Q Marks the Spot 135 (January 2020)

Sacred Treasure If you've not come across it, "The Saint John's Bible is the first handwritten, hand-illuminated Bible to be commissioned by a Benedictine Abbey in over five hundred years." Some of the images are simply breathtaking. Here is a wonderful selectionMy…

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2019: Reading Highlights

These are in no particular order and I've picked them out as the ones I gave 5* to on my Goodreads page - you can see the rest here. The observant may well be able to discern themes and current…

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Q Marks the Spot 134 (December 2019)

Sacred Treasure One man mission - a fascinating story about reviving Welsh chapels - and fascinating it gets such a high profile on the BBCJames Hannam has written one of my favourite books of history (God's Philosophers: How the Mediaeval…

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On MLK, #MeToo, and the possibility of Pride in the Flawed

Does the legacy of a heroic struggle for justice cover over a multitude of sins? Or does the iconic hero’s fatal flaw render him and, perhaps even his legacy, leprous? Is it 'one strike and you're out' or might the twitteratti just possibly permit nuance and, dare I say it, complexity?

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The flicker of a smile from the unsmiling man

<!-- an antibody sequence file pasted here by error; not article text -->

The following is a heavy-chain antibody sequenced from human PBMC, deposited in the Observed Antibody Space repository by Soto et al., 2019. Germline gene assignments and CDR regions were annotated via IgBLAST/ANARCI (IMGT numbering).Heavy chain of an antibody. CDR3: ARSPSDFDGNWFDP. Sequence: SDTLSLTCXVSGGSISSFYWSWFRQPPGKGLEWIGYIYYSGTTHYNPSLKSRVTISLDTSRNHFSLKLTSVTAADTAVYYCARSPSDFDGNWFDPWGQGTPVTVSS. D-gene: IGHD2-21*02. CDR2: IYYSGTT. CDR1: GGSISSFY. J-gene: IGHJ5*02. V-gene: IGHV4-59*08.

Shostakovich is a personal hero of mine. He walked a tightrope between the Gulag and compromise in the vortex of Stalinist Russia. But more than that, his music has brought me consolation, invigoration, provocation, and perplexity. Sometimes all at once.…

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Q Combinations 5: Kamienska & Wyeth and a winter hope

If the last Q combo was a chronological mismatch of artist and poet, this one is seasonal. Today’s still been pretty warm for a British September day, so it’s perhaps rather incongruous to be thinking about winter. But a dear friend and colleague, Jennifer, sent me this all too brief poem last week, and so I felt it was a perfect combo contender.
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Just when you thought it was safe to go back to spying… Charles Cumming’s A Colder War

It hardly needs saying, but spying did not stop with the collapse of Communism. But if spying continued, it naturally follows that so did betrayal. The haunting question provoked by every betrayal is, “Why?” Perhaps it was easier to understand during the Cold War. The globe’s ideological map was drawn all too clearly. However flawed the enemy might be, believing in their ideological stance always made it forgiving those flaws much easier. But what about today? (more…)

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Countdown to Dallas 1963: the inside story of a Sophoclean tragedy

This is a great year for conspiracists – from the 50th anniversary of the assassination of President Kennedy to the constant dribble (and occasional torrent) of government surveillance revelations. It’s all happening. So i’ve been trying to get my head around the whole Kennedy thing. A few years back, I read the seminal bio by Robert Dallek, An Unfinished Life, which is the best place to start (beautifully written, brilliant insights). But have just finished Thurston Clarke’s JFK’s Last Hundred Days which is a week by week account of those final months of his life and presidency. Tragedy is a word much diluted by overuse and misuse – (more…)

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